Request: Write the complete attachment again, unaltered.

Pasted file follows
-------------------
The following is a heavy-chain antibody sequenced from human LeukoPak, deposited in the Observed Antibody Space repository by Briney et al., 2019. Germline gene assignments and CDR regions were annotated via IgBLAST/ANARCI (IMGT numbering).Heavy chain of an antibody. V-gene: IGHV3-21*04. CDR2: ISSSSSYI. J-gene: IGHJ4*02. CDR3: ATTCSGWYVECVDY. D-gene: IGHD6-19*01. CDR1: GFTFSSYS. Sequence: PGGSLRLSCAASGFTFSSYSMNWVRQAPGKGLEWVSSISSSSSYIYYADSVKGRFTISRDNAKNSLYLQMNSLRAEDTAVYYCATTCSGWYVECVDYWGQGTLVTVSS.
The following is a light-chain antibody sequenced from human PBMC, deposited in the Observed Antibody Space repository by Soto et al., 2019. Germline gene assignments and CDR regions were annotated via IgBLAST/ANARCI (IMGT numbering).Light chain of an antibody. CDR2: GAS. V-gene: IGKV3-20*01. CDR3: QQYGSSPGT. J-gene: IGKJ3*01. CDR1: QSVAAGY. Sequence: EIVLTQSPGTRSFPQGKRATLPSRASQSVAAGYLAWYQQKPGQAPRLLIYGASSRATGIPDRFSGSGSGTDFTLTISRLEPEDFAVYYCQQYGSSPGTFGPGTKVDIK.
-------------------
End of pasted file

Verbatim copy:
The following is a heavy-chain antibody sequenced from human LeukoPak, deposited in the Observed Antibody Space repository by Briney et al., 2019. Germline gene assignments and CDR regions were annotated via IgBLAST/ANARCI (IMGT numbering).Heavy chain of an antibody. V-gene: IGHV3-21*04. CDR2: ISSSSSYI. J-gene: IGHJ4*02. CDR3: ATTCSGWYVECVDY. D-gene: IGHD6-19*01. CDR1: GFTFSSYS. Sequence: PGGSLRLSCAASGFTFSSYSMNWVRQAPGKGLEWVSSISSSSSYIYYADSVKGRFTISRDNAKNSLYLQMNSLRAEDTAVYYCATTCSGWYVECVDYWGQGTLVTVSS.
The following is a light-chain antibody sequenced from human PBMC, deposited in the Observed Antibody Space repository by Soto et al., 2019. Germline gene assignments and CDR regions were annotated via IgBLAST/ANARCI (IMGT numbering).Light chain of an antibody. CDR2: GAS. V-gene: IGKV3-20*01. CDR3: QQYGSSPGT. J-gene: IGKJ3*01. CDR1: QSVAAGY. Sequence: EIVLTQSPGTRSFPQGKRATLPSRASQSVAAGYLAWYQQKPGQAPRLLIYGASSRATGIPDRFSGSGSGTDFTLTISRLEPEDFAVYYCQQYGSSPGTFGPGTKVDIK.